Stephen Dorff and Elle Fanning (how many kids did Ma Fanning have?) star in the latest film from writer-director Sofia Coppola, about an actor who's life gets turned upside-down when his ex dumps their kid on him.
Sofia Coppola’s “Somewhere” is essentially what you would get if Michelangelo Antonioni were to remake Coppola’s “Lost in Translation.” For some, like the jury at the Venice Film Festival, this is heaven. For others, it's a droning and dense retelling of a story you've already heard.
In terms of plot, “Translation” and “Somewhere” (which won the Golden Line, top prize at the Venice Film Festival) couldn’t be much more similar: a fading movie star gets his life turned upside-down when he unexpectedly falls under the spell of a girl more than 20 years his junior with whom he spends a whirlwind weekend in a hotel far from home. But rather than Bill Murray’s sardonic humor and Johansson’s luminescent beauty, we get Stephen Dorff and Elle Fanning, both of whom give excellent performances, sadly in vain.
Dorff has said that the part of Johnny Marco is the best he’s ever had the privilige to play, and it’s easy to see why the role spoke to him. Dorff’s essentially playing a version of his real self, crossed with a version of the layabout skirtchaser he’s assumed by many to be. Johnny no doubt truthfully depicts the tedium and solitude of being a Hollywood actor: hiding out in the Chateau Marmont, having strippers come to your room just because you can, the fog of booze and drugs, living in constant paranoia about the paparazzi. It feels real.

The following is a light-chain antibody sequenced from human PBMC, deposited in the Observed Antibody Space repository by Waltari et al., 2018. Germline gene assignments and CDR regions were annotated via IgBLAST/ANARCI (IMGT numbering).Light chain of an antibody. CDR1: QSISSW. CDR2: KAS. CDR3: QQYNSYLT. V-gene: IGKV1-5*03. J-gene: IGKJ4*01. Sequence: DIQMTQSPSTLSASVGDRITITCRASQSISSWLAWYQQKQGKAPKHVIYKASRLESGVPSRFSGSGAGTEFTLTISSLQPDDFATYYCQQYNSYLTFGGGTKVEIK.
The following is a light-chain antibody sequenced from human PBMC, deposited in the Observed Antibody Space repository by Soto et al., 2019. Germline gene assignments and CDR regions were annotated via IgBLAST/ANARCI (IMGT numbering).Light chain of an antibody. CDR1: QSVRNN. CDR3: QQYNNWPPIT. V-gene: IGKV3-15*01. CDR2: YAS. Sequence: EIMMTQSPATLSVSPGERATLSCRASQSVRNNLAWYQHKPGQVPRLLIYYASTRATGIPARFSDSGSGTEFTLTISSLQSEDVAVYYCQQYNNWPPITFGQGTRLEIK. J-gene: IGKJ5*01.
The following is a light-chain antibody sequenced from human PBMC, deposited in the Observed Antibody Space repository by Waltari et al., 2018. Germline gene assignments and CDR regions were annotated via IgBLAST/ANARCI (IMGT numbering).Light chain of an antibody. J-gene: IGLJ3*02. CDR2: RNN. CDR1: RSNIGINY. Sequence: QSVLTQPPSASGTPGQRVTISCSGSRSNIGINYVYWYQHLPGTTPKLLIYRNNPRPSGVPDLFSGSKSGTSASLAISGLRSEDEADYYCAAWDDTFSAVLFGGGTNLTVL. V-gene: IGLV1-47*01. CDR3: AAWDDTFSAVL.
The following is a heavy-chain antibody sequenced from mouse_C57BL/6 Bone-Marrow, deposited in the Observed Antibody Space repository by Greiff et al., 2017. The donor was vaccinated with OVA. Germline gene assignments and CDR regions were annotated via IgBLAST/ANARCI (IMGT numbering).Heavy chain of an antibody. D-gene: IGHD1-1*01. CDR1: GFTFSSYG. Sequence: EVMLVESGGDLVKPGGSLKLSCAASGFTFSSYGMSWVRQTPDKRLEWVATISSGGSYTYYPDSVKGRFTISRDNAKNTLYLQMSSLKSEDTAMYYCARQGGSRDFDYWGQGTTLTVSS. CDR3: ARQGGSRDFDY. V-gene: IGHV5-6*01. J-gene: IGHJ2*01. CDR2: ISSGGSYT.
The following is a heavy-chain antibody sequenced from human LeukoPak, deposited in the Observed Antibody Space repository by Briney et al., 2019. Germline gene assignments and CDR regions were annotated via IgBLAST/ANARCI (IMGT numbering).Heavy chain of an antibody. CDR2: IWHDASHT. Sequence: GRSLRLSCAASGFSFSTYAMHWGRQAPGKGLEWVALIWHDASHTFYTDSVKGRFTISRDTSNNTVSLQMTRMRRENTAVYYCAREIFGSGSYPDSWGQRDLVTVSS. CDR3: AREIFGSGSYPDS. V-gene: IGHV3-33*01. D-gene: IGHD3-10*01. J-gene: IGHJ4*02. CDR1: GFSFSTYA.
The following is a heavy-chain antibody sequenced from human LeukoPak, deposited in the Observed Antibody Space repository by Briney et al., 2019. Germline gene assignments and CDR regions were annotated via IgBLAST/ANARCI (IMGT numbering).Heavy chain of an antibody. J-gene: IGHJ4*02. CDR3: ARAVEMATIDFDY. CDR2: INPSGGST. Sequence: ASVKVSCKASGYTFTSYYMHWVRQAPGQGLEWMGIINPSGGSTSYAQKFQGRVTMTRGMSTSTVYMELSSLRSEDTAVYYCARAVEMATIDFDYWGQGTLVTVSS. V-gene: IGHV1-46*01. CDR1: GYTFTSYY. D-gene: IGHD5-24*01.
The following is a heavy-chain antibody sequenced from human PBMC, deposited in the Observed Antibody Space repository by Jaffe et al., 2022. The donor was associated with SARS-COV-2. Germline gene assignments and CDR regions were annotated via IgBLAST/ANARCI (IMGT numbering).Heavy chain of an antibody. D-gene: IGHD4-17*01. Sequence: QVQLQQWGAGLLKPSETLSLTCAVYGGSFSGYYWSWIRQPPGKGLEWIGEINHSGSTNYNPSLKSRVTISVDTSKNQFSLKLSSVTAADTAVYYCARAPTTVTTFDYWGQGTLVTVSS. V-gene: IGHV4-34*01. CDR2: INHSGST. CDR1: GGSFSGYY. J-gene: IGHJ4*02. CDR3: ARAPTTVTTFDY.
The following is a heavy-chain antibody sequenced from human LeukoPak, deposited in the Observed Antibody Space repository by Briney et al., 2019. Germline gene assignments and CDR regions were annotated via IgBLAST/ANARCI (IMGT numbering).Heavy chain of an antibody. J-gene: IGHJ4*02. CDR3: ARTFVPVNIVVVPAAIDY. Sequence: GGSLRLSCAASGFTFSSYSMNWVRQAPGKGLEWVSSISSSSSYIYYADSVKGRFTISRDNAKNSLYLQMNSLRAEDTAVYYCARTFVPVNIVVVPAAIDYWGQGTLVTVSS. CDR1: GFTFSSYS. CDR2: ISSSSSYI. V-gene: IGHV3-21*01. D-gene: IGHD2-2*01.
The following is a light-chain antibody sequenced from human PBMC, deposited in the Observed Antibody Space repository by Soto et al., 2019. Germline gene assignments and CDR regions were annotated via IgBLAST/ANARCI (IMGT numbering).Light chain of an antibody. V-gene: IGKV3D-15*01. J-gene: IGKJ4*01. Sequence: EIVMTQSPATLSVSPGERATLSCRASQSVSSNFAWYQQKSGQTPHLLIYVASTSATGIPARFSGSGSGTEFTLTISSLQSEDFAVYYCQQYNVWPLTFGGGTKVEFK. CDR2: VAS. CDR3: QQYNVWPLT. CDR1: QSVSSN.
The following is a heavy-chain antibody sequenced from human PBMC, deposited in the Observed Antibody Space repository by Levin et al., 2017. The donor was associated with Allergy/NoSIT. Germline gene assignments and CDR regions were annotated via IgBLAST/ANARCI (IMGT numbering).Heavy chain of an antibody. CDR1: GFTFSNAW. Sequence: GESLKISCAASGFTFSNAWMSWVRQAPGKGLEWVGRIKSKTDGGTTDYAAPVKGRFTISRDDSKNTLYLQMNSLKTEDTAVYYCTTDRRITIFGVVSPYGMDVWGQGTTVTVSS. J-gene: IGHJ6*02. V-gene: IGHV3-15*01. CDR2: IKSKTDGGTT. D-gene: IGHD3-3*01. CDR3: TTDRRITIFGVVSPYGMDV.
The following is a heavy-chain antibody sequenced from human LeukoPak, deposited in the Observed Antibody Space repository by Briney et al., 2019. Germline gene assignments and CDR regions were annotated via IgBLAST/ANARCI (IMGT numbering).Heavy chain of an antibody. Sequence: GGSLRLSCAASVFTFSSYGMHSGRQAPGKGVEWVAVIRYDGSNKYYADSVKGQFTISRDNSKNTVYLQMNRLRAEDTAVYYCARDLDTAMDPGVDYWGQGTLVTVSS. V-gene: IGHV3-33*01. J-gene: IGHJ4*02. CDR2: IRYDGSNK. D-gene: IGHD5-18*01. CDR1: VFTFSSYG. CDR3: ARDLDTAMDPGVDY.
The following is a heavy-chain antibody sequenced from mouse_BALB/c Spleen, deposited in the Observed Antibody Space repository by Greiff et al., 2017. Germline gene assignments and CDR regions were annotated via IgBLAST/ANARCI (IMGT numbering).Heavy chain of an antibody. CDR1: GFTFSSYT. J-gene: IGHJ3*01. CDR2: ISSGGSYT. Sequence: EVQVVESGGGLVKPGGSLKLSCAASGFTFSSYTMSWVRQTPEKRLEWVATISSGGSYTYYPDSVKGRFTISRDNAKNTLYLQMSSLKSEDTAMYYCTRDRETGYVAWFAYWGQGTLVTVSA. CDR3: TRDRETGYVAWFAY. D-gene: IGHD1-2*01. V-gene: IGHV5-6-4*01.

Unfortunately, Coppola’s approach to communicating to us this existential crisis includes making us feel it. From the very first scene of the film, she repeatedly holds shots two beats too long as Johnny stars off into the distance, across the horizon, from his balcony… We get it, he’s pensive/bored/sad/shiftless.
Fanning is great as Cleo, Johnny’s 11-year-old daughter. Unlike her sister, Dakota, who possesses a preternaturally old soul, Elle Fanning is exactly what the role of Cleo demands, a kid in all her gangly, eager-to-please youth. She has an easy realness to her that feels natural.
There’s so little dialogue in the film that the engine of Jonny’s Ferrarri just might be the third-most prevalent voice in the film, the low rumble of the powerful engine serving to underscore the static nature of Johnny’s life. But at some point, you grow to be as tired of the monotony as Johnny is.
Coppola is hardly the first director to till the same soil more than once in an effort to find some new truth or to hone their message. “Somewhere” doesn’t really succeed at either.